Elk Vaccination Can Proceed On National Elk Refuge
The U.S. Fish and Wildlife Service’s “Finding of No Significant Impact” concerning vaccinating elk against brucellosis on the National Elk Refuge is welcome news to the Game and Fish Department, reports G&F Acting Director Tom Thorne.
The finding, which was released Feb. 3, clears the way for the G&F to expand its elk vaccination program to control brucellosis on the refuge. The vaccination, administered by a specialized air gun, will begin when the refuge commences elk feeding in upcoming weeks.
“This finding is very important because about one third of all elk on feedgrounds in western Wyoming are fed on the National Elk Refuge,” Thorne said. “Without being able to vaccinate the elk on the refuge, there was no chance to control and hopefully eradicate the disease in elk. Now there is.”
He said the disease can be spread when the animals are congregated on feedgrounds, and there is frequent interchange of elk from different herds on feedgrounds and summer ranges.
The finding is the latest step in a trail of negotiations, litigation and settlements between the G&F and Fish and Wildlife Service since the early 1990s. After trying for many years to gain authorization to vaccinate on the refuge, Thorne said the state of Wyoming filed a lawsuit “out of frustration.”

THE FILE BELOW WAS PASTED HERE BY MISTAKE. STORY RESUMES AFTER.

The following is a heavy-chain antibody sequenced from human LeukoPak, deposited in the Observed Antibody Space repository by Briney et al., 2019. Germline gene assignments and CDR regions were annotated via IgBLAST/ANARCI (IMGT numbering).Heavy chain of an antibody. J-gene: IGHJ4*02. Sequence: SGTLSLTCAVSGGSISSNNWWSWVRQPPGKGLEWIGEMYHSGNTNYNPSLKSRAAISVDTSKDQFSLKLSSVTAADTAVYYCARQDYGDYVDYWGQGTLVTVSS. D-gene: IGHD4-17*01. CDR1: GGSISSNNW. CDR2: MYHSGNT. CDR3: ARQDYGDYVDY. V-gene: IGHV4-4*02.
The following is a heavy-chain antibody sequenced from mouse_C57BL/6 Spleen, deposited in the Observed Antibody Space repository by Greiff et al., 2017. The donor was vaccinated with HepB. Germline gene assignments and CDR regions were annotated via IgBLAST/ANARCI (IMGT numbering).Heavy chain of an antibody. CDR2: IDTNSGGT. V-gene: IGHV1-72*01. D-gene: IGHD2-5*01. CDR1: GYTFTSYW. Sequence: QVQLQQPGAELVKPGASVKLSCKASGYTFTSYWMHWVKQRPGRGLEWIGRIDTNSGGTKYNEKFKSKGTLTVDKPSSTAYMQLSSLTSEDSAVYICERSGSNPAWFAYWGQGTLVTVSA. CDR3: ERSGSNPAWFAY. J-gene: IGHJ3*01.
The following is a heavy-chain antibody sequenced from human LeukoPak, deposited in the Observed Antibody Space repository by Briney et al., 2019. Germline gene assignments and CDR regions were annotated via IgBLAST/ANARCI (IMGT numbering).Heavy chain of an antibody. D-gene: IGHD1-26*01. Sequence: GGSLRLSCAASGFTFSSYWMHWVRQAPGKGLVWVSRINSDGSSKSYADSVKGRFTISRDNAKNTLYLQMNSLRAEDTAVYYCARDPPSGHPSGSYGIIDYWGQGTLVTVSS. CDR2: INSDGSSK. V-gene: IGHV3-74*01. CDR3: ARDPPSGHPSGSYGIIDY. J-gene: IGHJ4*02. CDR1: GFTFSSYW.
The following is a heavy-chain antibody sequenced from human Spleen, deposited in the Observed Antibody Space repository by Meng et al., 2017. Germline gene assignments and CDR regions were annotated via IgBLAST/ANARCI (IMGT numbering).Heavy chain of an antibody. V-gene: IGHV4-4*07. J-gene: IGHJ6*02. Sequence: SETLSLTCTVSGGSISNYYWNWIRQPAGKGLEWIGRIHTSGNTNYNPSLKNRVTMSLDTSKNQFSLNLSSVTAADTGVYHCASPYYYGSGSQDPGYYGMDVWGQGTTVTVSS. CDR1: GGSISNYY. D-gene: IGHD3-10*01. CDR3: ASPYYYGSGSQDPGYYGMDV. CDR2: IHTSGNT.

On appeal of the first decision, the 10th Circuit Court of Appeals issued a ruling partially in favor of Wyoming’s argument. That prompted the G&F and USFWS to strike an agreement allowing vaccination pending an environmental assessment and compatibility evaluation.
“The EA and evaluation said what we thought it would: that there is no real negative impact from our vaccination program,” said Thorne, who as the G&F’s research veterinarian formerly supervised the brucellosis program.
The agreement permits vaccination through 2005 when the environmental impact statement on elk and bison management for Grand Teton National Park and the refuge is scheduled to be completed.
Brucellosis is a bacterial disease, which induces abortions in elk and bison. Also known as Bang’s disease, brucellosis was a dreaded cattle affliction until an effective vaccine was developed in the 1940s.
Thorne believes the vaccination program on the refuge will yield positive benefits in the next three years. “It should reduce the number of abortions by dozens or hundreds, which will also result in less transmission among the elk,” he said.
“It remains to be seen if brucellosis can be eradicated, because we’ve never been able to try due to not being able to expand the program to the refuge,” Thorne adds. “I believe if we vaccinate over a long enough period of time we might have a good chance of eradicating the disease. If not, it can certainly be reduced to a very low prevalence.”
The G&F currently vaccinates on 21 of its 22 feedgrounds. The non-vaccinating feedground serves as a control area to compare infection rates.